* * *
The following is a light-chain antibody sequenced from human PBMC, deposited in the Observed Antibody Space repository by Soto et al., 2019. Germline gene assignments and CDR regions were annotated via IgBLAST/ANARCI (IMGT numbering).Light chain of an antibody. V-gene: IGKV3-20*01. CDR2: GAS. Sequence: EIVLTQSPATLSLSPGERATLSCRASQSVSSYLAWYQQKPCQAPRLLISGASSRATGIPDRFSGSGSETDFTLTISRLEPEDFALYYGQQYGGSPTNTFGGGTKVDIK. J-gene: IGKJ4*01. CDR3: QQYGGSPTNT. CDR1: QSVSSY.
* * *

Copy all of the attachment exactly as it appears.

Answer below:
The following is a light-chain antibody sequenced from human PBMC, deposited in the Observed Antibody Space repository by Soto et al., 2019. Germline gene assignments and CDR regions were annotated via IgBLAST/ANARCI (IMGT numbering).Light chain of an antibody. V-gene: IGKV3-20*01. CDR2: GAS. Sequence: EIVLTQSPATLSLSPGERATLSCRASQSVSSYLAWYQQKPCQAPRLLISGASSRATGIPDRFSGSGSETDFTLTISRLEPEDFALYYGQQYGGSPTNTFGGGTKVDIK. J-gene: IGKJ4*01. CDR3: QQYGGSPTNT. CDR1: QSVSSY.